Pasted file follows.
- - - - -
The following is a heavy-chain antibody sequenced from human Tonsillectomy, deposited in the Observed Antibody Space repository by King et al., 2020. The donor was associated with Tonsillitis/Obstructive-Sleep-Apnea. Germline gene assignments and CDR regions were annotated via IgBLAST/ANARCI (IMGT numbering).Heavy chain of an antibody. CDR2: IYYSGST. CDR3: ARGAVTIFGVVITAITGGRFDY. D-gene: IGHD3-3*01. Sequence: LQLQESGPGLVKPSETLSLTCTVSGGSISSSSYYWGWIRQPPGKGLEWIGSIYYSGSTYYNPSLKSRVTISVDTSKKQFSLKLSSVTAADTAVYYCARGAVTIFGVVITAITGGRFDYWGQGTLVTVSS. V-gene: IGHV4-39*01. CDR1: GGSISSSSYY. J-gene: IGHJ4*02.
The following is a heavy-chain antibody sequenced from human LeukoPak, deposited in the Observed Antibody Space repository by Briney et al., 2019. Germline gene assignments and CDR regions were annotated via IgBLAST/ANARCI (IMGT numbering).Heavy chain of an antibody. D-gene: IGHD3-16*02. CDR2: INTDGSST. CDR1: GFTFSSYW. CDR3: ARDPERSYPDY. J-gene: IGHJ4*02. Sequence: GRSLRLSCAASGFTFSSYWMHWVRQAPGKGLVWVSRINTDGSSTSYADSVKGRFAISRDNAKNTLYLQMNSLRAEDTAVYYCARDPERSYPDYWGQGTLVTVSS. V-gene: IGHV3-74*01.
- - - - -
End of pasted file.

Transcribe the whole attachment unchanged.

The following is a heavy-chain antibody sequenced from human Tonsillectomy, deposited in the Observed Antibody Space repository by King et al., 2020. The donor was associated with Tonsillitis/Obstructive-Sleep-Apnea. Germline gene assignments and CDR regions were annotated via IgBLAST/ANARCI (IMGT numbering).Heavy chain of an antibody. CDR2: IYYSGST. CDR3: ARGAVTIFGVVITAITGGRFDY. D-gene: IGHD3-3*01. Sequence: LQLQESGPGLVKPSETLSLTCTVSGGSISSSSYYWGWIRQPPGKGLEWIGSIYYSGSTYYNPSLKSRVTISVDTSKKQFSLKLSSVTAADTAVYYCARGAVTIFGVVITAITGGRFDYWGQGTLVTVSS. V-gene: IGHV4-39*01. CDR1: GGSISSSSYY. J-gene: IGHJ4*02.
The following is a heavy-chain antibody sequenced from human LeukoPak, deposited in the Observed Antibody Space repository by Briney et al., 2019. Germline gene assignments and CDR regions were annotated via IgBLAST/ANARCI (IMGT numbering).Heavy chain of an antibody. D-gene: IGHD3-16*02. CDR2: INTDGSST. CDR1: GFTFSSYW. CDR3: ARDPERSYPDY. J-gene: IGHJ4*02. Sequence: GRSLRLSCAASGFTFSSYWMHWVRQAPGKGLVWVSRINTDGSSTSYADSVKGRFAISRDNAKNTLYLQMNSLRAEDTAVYYCARDPERSYPDYWGQGTLVTVSS. V-gene: IGHV3-74*01.